Changes to our buildings are still happening to make them safe for staff and the public so it was imperative that the planned fleet was flexible enough to serve the needs of our users. This is reflected in our vision:
We also have some clear goals for the project that will keep us focussed and centered as our ways of working continue to evolve:
Enable printing from any device, anywhere
Implement a service that is easy to support
Contribute to a greener Hackney
Form and implement a data strategy for good analytics
Have accessible, easy reporting for the new fleet
The project team did great work making sure the right people were involved in the correct conversations and that they happened at the appropriate time. This resulted in a shift of what the core team looked like. We are now the sensational 6:
Alexey – Technical lead
Arfan – Fleet manager
Emma – Delivery Manager
Ollie – Project Lead
Jackie – Project Support
Tony – Product Owner
We also implemented more regular agile ceremonies and have a quick 15 minute catch up every day as well as 2 weekly print planning and retros. The new structure and team understanding really helped the team gel and prepared us for what was to come.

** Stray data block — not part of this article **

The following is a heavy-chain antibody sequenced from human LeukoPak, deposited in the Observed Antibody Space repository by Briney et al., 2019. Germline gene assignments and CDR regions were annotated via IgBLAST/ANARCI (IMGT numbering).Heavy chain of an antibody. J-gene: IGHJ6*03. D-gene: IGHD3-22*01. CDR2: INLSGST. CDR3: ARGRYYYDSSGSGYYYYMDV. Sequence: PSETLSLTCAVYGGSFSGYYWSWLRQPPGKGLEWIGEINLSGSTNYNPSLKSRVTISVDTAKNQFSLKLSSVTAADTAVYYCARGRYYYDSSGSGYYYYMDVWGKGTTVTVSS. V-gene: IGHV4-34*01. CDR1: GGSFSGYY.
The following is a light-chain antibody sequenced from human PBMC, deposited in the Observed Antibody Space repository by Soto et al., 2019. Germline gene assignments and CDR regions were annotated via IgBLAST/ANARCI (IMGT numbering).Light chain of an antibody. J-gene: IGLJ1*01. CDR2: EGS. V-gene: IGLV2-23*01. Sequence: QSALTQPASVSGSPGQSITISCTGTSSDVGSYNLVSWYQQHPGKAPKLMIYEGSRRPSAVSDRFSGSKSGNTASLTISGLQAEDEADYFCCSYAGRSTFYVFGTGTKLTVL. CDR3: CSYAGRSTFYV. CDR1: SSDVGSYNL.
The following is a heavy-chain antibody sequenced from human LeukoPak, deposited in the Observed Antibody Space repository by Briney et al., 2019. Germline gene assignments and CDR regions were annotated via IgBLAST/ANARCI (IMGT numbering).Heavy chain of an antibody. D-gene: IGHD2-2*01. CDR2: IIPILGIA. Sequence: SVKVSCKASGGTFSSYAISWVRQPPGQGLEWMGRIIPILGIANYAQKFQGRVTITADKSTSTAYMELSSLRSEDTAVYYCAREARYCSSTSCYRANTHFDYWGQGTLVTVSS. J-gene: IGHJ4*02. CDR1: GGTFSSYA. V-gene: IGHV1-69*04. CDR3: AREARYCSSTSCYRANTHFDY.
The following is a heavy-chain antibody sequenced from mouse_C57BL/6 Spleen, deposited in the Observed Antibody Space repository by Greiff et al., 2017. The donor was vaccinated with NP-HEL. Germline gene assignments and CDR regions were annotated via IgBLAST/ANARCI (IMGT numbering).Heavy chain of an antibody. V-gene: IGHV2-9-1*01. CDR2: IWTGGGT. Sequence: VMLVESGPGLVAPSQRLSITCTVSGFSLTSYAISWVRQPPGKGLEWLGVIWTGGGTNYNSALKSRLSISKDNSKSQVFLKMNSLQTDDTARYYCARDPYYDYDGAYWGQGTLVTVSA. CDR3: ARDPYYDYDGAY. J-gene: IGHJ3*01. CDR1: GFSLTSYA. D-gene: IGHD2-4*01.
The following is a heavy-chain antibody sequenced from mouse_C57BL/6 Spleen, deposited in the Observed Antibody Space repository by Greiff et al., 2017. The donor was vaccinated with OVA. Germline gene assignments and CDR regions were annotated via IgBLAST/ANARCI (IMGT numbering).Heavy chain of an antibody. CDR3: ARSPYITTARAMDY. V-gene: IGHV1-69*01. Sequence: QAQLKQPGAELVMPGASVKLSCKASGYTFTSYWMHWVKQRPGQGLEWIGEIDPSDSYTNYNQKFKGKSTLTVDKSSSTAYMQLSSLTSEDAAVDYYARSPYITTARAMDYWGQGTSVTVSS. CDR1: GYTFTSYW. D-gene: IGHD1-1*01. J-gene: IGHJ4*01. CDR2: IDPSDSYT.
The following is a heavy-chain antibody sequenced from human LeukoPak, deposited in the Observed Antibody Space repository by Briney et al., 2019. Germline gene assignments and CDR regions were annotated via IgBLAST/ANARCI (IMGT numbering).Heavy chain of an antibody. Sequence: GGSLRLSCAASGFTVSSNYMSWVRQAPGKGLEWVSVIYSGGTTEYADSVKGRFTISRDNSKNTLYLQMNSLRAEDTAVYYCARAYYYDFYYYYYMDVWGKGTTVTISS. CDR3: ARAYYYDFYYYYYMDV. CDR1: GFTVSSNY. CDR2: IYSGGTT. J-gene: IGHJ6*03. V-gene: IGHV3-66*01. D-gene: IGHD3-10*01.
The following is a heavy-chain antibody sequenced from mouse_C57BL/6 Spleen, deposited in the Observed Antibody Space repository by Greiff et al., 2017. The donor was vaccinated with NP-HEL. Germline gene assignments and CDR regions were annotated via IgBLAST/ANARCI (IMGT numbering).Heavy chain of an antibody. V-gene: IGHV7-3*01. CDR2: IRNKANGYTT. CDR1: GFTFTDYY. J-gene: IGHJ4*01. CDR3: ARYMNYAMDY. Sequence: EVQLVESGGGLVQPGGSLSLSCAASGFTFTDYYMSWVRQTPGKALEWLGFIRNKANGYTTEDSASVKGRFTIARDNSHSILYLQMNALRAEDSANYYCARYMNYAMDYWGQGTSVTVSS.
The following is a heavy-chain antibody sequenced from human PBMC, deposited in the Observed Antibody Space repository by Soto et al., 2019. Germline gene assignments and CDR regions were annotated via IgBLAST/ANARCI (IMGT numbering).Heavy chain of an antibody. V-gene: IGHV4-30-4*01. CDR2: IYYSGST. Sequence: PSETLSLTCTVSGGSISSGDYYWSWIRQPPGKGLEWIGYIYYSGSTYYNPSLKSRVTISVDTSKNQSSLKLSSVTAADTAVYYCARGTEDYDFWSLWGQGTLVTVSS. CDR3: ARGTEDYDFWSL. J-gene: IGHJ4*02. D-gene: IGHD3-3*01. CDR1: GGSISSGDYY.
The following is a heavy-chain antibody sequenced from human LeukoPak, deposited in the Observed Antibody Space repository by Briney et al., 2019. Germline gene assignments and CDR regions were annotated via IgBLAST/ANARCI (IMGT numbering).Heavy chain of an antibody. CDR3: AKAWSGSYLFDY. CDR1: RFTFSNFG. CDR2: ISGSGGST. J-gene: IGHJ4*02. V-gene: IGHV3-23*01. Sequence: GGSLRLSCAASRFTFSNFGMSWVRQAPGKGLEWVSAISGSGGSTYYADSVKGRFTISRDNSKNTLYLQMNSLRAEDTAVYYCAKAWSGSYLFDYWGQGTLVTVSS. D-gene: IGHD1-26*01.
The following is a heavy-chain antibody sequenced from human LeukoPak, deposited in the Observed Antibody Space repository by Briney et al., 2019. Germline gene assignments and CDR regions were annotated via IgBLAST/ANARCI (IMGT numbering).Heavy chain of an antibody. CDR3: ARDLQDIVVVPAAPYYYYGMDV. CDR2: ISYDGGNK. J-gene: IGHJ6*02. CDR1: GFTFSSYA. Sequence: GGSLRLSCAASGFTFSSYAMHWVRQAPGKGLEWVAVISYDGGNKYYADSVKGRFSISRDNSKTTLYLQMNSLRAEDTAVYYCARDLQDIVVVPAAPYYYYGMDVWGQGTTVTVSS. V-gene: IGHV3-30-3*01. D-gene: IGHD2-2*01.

The biggest success of August 2020 was being completely, 100% ready to get new Canon devices into Hackney Council core campus* buildings in September.
We are drastically reducing the number of MFDs in buildings (to reflect the drastically reduced number of staff in said buildings), and we had to physically prepare the space for this reduction. It was a lot of work to get the old Xerox machines ready for collection and return. Arfan worked tirelessly to organise access to closed buildings and stay safe as he did all the work during the pandemic. By the end of August, the only Xerox devices remaining were the ones we planned to straight swap for a new Canon device. We couldn’t have done this without our colleagues in facilities management so huge thanks to them.
Alexey coordinated end to end testing of the technical implementation for new Canon devices by running a pilot. We located 1 machine in Hackney Service Centre and one in Hackney Education’s building. We chose these 2 locations as Hackney Education has their own technical implementation and network so we needed to ensure that our end to end test worked for both sets of technical requirements. We succeeded and completed our test plan at both sites. Additionally, we documented what we did so that we can rinse repeat it when the time comes for over 60 satellite sites** across Hackney.